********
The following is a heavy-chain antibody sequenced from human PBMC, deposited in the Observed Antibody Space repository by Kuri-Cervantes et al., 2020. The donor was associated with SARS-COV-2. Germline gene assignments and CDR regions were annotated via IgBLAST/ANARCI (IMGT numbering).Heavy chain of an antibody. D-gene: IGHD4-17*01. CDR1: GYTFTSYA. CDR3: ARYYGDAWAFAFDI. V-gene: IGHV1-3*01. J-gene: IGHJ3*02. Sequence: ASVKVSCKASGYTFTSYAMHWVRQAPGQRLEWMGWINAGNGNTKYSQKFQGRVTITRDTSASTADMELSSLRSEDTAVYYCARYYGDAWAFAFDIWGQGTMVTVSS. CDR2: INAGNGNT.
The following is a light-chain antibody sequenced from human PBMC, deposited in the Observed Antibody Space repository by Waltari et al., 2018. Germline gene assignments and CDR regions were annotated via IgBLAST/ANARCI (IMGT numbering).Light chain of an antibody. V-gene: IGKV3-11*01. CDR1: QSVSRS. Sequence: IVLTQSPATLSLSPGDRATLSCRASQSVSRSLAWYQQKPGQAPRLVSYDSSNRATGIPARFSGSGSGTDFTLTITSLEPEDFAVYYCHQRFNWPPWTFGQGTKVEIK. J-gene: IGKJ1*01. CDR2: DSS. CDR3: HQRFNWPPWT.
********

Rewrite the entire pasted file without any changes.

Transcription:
The following is a heavy-chain antibody sequenced from human PBMC, deposited in the Observed Antibody Space repository by Kuri-Cervantes et al., 2020. The donor was associated with SARS-COV-2. Germline gene assignments and CDR regions were annotated via IgBLAST/ANARCI (IMGT numbering).Heavy chain of an antibody. D-gene: IGHD4-17*01. CDR1: GYTFTSYA. CDR3: ARYYGDAWAFAFDI. V-gene: IGHV1-3*01. J-gene: IGHJ3*02. Sequence: ASVKVSCKASGYTFTSYAMHWVRQAPGQRLEWMGWINAGNGNTKYSQKFQGRVTITRDTSASTADMELSSLRSEDTAVYYCARYYGDAWAFAFDIWGQGTMVTVSS. CDR2: INAGNGNT.
The following is a light-chain antibody sequenced from human PBMC, deposited in the Observed Antibody Space repository by Waltari et al., 2018. Germline gene assignments and CDR regions were annotated via IgBLAST/ANARCI (IMGT numbering).Light chain of an antibody. V-gene: IGKV3-11*01. CDR1: QSVSRS. Sequence: IVLTQSPATLSLSPGDRATLSCRASQSVSRSLAWYQQKPGQAPRLVSYDSSNRATGIPARFSGSGSGTDFTLTITSLEPEDFAVYYCHQRFNWPPWTFGQGTKVEIK. J-gene: IGKJ1*01. CDR2: DSS. CDR3: HQRFNWPPWT.